Export (0) Print
Expand All

Server Media Quality Trend Report

Lync Server 2013
 

Topic Last Modified: 2012-11-12

The Server Media Quality Trend Report provides a way for you to graphically compare up to 5 servers on Quality of Experience metrics such as call volume, poor call percentage, packet loss, and jitter. This makes it easier to do such things as identify servers that are performing poorly, identify servers that are underutilized, or identify servers that are being overused.

The Server Media Quality Trend Report can be accessed from either one of the following report:

  • Server Performance Report (by clicking the Trend metric)
  • Call Detail Report (by clicking the A/V edge server metric. If the caller or callee is a server, you can also reach the Server Quality Media Trend Report by clicking the endpoint name.)

When you click the Trend metric on the Server Performance Report for a specific server, the Server Media Quality Trend Report will open. However, you will see only a blank instance of that report; the server you selected on the Server Performance Report will not be displayed onscreen. Instead, you will need to select that server from the Servers dropdown. Note, too that the Servers dropdown includes a Select All option. This option will not work if you have more than 5 servers; the Server Media Quality Trend Report can only display data for a maximum of 5 servers at a time.

On the graphs displayed by the Server Media Quality Trend Report, the points labeled Call Volume and Poor Call Percentage are hotlinks; clicking a point on the graph will open an instance of the Call List Report showing the total calls (or poor calls) for the specified time period.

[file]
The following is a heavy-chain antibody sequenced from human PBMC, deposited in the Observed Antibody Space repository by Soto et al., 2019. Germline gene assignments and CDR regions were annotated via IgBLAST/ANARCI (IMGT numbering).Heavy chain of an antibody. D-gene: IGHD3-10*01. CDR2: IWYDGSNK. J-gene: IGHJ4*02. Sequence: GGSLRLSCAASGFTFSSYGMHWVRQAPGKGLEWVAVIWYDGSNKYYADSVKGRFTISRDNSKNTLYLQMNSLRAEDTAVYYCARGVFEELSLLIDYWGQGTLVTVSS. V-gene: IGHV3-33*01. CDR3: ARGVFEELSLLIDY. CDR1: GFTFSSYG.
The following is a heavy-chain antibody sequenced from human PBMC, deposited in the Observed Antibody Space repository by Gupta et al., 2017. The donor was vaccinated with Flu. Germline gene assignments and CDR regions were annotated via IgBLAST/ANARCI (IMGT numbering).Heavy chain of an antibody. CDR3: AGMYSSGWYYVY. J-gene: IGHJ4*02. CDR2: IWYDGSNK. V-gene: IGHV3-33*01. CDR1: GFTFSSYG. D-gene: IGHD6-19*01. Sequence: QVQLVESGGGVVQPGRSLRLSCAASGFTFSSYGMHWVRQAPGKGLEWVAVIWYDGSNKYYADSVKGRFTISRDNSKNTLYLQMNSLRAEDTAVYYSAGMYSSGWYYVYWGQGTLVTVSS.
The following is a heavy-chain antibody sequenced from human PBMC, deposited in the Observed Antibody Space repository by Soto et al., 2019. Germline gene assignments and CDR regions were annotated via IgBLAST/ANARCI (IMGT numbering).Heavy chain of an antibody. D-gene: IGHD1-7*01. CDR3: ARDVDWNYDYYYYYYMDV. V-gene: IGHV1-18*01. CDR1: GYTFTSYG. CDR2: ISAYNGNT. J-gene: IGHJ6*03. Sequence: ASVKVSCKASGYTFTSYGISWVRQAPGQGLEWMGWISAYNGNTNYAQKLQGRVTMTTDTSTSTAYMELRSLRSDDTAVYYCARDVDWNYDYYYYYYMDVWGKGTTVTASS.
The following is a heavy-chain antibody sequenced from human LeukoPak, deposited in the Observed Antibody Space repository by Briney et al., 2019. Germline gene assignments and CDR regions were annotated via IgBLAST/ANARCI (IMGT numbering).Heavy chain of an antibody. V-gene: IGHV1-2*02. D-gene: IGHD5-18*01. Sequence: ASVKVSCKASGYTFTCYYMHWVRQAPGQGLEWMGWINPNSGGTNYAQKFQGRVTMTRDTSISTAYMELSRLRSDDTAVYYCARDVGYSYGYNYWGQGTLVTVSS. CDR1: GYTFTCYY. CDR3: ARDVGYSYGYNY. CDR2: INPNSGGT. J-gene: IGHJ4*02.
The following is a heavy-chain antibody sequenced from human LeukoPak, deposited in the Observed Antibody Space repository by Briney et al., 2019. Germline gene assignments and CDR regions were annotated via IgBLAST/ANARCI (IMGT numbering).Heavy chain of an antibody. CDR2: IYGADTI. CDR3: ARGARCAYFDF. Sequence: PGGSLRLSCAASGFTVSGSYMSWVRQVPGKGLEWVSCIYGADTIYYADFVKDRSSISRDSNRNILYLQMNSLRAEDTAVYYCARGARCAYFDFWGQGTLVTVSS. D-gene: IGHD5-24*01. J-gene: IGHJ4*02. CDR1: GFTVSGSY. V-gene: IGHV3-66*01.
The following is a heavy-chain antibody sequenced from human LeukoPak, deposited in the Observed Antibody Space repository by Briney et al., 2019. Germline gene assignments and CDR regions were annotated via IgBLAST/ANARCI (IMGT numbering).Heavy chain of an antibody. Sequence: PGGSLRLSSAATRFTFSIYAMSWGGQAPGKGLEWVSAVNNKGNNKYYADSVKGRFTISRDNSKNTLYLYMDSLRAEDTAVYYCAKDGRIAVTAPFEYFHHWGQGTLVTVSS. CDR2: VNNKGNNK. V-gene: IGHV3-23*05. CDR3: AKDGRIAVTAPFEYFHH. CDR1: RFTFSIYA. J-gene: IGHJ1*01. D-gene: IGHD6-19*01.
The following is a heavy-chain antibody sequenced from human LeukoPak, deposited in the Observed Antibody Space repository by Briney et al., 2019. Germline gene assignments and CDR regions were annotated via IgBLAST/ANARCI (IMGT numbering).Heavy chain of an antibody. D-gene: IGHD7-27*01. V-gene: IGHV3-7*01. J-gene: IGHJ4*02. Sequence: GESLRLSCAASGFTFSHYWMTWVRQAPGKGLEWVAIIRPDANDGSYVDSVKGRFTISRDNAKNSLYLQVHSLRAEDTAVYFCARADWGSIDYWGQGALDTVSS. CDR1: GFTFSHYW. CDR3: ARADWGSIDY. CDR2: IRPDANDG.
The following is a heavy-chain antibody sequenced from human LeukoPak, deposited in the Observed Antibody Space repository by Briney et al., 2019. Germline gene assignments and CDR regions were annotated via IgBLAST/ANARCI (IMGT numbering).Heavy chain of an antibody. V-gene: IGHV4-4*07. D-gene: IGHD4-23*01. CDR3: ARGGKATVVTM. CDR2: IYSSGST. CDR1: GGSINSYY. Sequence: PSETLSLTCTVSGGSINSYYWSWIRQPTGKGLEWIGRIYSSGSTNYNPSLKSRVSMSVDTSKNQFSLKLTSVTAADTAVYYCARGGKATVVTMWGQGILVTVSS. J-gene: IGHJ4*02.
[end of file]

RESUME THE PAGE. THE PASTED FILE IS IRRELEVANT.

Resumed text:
Filters provide a way for you to return a more finely-targeted set of data or to view the returned data in different ways. The following table lists the filters that you can use with the Server Media Quality Trend Report.

Server Media Quality Trend Report Filters

Name Description

From

Start date/time for the time range. To view data by hours, enter both the start date and time as follows:

7/7/2012 1:00 PM

If you do not enter a start time, the report automatically begins at 12:00 AM on the specified day. To view data by day, enter just the date:

7/7/2012

To view by week or by month, enter a date that falls anywhere within the week or month that you want to view (you do not have to enter the first day of the week or month):

7/3/2012

Weeks always run from Sunday through Saturday.

To

End date/time for the time range. To view data by hours, enter both the end date and time as follows:

7/7/2012 1:00 PM